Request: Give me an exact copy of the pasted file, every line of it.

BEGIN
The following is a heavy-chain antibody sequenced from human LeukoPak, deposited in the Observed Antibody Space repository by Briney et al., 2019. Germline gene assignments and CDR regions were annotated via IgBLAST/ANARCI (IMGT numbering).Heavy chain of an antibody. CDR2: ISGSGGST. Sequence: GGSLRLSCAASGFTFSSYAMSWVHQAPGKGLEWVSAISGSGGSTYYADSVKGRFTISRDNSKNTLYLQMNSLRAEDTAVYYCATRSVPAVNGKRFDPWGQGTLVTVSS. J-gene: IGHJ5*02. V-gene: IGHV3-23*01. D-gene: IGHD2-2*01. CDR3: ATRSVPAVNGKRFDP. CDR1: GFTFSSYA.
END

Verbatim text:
The following is a heavy-chain antibody sequenced from human LeukoPak, deposited in the Observed Antibody Space repository by Briney et al., 2019. Germline gene assignments and CDR regions were annotated via IgBLAST/ANARCI (IMGT numbering).Heavy chain of an antibody. CDR2: ISGSGGST. Sequence: GGSLRLSCAASGFTFSSYAMSWVHQAPGKGLEWVSAISGSGGSTYYADSVKGRFTISRDNSKNTLYLQMNSLRAEDTAVYYCATRSVPAVNGKRFDPWGQGTLVTVSS. J-gene: IGHJ5*02. V-gene: IGHV3-23*01. D-gene: IGHD2-2*01. CDR3: ATRSVPAVNGKRFDP. CDR1: GFTFSSYA.